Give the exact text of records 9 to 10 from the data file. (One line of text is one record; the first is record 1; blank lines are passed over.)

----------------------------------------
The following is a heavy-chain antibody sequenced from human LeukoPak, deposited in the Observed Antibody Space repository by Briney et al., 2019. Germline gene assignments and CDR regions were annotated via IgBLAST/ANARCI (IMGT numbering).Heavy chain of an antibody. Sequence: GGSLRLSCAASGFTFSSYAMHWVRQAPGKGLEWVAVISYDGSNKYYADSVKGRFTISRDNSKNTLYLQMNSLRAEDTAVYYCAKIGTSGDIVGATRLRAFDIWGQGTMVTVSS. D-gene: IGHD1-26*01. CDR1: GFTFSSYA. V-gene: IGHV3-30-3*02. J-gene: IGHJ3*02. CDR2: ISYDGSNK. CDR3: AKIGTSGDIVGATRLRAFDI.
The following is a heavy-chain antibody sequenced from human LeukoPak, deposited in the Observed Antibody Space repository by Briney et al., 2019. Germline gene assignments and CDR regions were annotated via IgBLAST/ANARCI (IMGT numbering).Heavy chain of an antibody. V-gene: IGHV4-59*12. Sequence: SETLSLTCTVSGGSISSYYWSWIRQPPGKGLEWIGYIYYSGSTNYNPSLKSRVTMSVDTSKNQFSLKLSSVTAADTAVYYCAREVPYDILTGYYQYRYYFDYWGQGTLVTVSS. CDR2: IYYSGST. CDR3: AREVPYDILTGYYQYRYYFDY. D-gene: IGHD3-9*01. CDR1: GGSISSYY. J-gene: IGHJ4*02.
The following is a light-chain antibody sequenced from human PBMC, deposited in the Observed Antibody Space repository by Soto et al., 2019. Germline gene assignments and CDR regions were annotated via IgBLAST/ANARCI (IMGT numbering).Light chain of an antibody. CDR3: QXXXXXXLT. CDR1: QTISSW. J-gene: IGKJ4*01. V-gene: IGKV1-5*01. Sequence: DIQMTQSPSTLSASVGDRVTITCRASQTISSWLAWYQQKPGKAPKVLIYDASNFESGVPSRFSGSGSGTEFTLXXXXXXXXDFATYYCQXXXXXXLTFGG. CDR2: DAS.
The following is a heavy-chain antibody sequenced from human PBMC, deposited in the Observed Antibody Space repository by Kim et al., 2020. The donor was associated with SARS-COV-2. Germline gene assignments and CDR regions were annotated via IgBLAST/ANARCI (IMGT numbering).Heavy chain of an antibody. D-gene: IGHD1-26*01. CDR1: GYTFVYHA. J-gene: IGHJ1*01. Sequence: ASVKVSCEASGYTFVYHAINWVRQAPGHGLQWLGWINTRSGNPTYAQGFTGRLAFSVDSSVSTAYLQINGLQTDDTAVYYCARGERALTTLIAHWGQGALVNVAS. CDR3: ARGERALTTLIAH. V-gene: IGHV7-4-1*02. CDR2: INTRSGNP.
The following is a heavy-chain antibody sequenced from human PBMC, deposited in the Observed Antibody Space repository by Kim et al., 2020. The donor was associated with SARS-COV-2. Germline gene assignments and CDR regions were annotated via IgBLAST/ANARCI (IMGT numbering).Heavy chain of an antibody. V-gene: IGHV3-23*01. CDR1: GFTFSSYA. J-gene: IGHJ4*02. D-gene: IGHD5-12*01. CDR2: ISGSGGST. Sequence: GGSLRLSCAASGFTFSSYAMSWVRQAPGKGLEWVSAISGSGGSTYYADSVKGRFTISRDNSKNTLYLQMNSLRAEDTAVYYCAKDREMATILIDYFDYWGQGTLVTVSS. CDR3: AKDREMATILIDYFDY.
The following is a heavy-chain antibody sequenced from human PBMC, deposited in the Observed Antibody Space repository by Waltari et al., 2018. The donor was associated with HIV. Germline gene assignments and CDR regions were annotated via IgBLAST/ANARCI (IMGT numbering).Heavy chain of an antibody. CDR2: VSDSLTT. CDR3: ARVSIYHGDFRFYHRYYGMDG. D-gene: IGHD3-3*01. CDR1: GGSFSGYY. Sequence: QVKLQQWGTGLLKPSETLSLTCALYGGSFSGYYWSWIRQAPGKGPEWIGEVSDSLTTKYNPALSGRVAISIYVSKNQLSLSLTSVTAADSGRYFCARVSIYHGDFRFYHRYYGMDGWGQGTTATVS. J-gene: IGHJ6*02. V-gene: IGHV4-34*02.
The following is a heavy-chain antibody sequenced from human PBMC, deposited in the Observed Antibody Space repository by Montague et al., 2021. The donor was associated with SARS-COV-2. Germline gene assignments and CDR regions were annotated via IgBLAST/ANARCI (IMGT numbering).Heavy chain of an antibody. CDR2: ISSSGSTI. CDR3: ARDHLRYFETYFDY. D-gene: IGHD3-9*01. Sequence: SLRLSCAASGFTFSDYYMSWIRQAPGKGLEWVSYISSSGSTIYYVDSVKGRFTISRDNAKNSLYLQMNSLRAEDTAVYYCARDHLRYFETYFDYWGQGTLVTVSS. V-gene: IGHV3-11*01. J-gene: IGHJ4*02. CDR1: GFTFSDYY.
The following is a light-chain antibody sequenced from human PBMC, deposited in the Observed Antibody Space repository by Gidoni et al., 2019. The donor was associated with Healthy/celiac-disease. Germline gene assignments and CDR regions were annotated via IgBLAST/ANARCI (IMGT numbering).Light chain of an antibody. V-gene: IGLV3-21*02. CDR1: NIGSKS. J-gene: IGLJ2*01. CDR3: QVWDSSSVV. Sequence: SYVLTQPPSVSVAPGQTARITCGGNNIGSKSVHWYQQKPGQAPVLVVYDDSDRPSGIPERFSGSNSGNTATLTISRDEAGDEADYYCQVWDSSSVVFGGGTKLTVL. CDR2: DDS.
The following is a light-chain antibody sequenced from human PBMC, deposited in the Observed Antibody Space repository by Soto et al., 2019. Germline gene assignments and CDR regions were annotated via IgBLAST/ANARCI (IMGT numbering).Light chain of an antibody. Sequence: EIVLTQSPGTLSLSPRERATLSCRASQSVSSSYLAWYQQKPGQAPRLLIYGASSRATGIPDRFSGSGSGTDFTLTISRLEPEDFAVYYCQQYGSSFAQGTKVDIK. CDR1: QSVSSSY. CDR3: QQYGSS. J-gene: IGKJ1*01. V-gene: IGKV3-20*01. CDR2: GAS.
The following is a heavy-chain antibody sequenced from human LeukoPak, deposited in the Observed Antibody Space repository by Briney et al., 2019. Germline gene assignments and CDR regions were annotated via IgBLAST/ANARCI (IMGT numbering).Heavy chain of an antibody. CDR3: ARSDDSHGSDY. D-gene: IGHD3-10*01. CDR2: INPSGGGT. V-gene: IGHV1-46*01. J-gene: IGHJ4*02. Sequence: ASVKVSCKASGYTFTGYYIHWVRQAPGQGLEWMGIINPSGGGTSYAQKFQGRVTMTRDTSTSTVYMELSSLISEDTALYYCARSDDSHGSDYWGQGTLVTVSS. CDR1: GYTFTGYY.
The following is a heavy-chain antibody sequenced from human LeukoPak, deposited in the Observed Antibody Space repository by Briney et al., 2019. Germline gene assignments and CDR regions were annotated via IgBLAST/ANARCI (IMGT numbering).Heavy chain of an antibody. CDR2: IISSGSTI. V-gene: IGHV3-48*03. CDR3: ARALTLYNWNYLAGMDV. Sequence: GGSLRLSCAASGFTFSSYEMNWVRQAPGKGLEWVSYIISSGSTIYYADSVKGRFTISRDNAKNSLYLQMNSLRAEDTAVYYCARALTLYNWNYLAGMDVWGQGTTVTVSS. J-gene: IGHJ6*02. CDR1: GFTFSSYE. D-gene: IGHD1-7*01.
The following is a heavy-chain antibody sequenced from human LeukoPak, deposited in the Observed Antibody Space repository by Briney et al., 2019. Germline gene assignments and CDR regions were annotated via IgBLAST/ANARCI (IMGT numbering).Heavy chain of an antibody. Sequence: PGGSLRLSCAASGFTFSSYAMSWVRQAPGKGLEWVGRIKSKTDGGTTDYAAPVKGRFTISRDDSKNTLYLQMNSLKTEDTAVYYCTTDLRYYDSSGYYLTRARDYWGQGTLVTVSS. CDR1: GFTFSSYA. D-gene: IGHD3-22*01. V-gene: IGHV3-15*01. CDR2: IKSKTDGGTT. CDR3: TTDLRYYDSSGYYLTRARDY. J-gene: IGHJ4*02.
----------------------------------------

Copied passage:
The following is a light-chain antibody sequenced from human PBMC, deposited in the Observed Antibody Space repository by Soto et al., 2019. Germline gene assignments and CDR regions were annotated via IgBLAST/ANARCI (IMGT numbering).Light chain of an antibody. Sequence: EIVLTQSPGTLSLSPRERATLSCRASQSVSSSYLAWYQQKPGQAPRLLIYGASSRATGIPDRFSGSGSGTDFTLTISRLEPEDFAVYYCQQYGSSFAQGTKVDIK. CDR1: QSVSSSY. CDR3: QQYGSS. J-gene: IGKJ1*01. V-gene: IGKV3-20*01. CDR2: GAS.
The following is a heavy-chain antibody sequenced from human LeukoPak, deposited in the Observed Antibody Space repository by Briney et al., 2019. Germline gene assignments and CDR regions were annotated via IgBLAST/ANARCI (IMGT numbering).Heavy chain of an antibody. CDR3: ARSDDSHGSDY. D-gene: IGHD3-10*01. CDR2: INPSGGGT. V-gene: IGHV1-46*01. J-gene: IGHJ4*02. Sequence: ASVKVSCKASGYTFTGYYIHWVRQAPGQGLEWMGIINPSGGGTSYAQKFQGRVTMTRDTSTSTVYMELSSLISEDTALYYCARSDDSHGSDYWGQGTLVTVSS. CDR1: GYTFTGYY.